It seems that almost every week there is a new story about the eclipse of freedom of speech somewhere in the groves of academe. This time it is from the University of Oxford. The Daily Telegraph reports that a debate about abortion was effectively prevented by powerful student lobbying.
The story indicates that students followed a standard pattern: aggressive use of social media, extreme rhetoric, and threats. Of course, student protest and attacks on free speech are nothing new. Yet the situation today has three aspects that make current assaults on freedom of speech more worrying than those of previous generations.
First, the use of social media gives such campaigns a power that is effectively independent of actual numerical support. A protest march depends upon real people turning up at the appointed place and time. A webpage, a Facebook campaign, a trending hashtag require no such thing. Thus, there is an unprecedented ability to present the ideas of tiny minorities as majority, normative opinion.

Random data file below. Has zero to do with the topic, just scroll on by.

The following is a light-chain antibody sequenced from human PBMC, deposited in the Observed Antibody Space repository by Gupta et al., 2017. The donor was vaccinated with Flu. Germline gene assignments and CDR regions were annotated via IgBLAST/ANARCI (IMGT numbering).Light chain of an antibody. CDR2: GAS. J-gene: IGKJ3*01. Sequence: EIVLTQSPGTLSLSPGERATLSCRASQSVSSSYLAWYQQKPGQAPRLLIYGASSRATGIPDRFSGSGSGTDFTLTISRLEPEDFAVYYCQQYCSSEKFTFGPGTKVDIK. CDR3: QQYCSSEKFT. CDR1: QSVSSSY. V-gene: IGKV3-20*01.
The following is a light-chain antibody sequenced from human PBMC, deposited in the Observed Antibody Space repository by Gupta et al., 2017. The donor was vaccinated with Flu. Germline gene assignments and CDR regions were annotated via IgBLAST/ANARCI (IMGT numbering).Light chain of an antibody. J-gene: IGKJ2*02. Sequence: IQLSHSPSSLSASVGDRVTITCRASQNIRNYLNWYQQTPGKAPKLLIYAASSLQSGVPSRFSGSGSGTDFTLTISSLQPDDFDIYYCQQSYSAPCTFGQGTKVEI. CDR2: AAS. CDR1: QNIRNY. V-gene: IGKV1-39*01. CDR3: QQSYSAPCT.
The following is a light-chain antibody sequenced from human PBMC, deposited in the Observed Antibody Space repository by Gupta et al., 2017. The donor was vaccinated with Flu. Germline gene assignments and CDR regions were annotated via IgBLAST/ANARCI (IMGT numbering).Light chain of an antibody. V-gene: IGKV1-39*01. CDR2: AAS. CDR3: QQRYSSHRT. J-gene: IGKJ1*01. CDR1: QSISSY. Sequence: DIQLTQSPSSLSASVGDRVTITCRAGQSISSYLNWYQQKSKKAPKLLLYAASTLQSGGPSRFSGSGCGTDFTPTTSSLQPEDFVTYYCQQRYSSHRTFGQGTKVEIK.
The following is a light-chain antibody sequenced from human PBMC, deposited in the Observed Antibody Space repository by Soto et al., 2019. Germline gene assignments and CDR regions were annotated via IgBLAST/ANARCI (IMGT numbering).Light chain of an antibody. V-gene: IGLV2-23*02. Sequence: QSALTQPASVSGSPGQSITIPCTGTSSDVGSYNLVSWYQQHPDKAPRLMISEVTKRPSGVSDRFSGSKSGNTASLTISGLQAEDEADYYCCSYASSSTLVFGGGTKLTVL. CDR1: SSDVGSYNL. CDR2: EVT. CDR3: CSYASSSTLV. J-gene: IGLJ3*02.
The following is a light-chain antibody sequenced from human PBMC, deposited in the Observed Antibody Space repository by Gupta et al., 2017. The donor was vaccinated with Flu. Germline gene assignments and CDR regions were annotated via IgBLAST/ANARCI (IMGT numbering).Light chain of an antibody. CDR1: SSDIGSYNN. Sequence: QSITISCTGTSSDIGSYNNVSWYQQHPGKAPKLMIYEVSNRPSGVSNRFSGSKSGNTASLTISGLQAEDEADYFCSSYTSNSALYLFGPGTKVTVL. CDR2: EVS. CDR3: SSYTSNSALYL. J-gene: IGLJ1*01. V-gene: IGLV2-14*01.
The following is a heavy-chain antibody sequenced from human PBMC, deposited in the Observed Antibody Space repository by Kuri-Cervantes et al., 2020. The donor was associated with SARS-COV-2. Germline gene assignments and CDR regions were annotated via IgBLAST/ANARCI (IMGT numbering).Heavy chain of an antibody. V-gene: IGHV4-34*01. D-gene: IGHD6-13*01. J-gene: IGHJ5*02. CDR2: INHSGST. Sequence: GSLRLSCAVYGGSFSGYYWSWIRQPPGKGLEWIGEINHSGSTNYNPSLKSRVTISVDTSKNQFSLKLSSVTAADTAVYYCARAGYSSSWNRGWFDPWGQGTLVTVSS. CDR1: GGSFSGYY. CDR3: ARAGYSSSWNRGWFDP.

Second, as this article indicates, those who are charged with protecting free speech on campuses (and elsewhere) seem to lack the courage so to do. Or perhaps that is giving them too much credit. Perhaps it is more the case that they do not care to protect the rights of those who hold positions that seem to reflect religious or even merely traditional positions.
Third, the triumph of the arguments against free speech does not rest on any powerful coherence but rather on careful manipulation of rhetoric. Take, for example, the use of “cisgender” and “cissexism” as recounted in the Telegraph article. These words are without doubt two of the most rebarbative pieces of nonsensical gibberish ever coined by the neologists of the New Left, but they serve a useful purpose: They effectively render as mere bigoted prejudice any argument made by any person with a penis who identifies as a man. Anti-essentialism is thus the order of the day when dismissing the opposition. In effect, it is the old sexism, reversed and hidden under the obfuscation we have come to associate with the linguistically creative commissars of identity politics.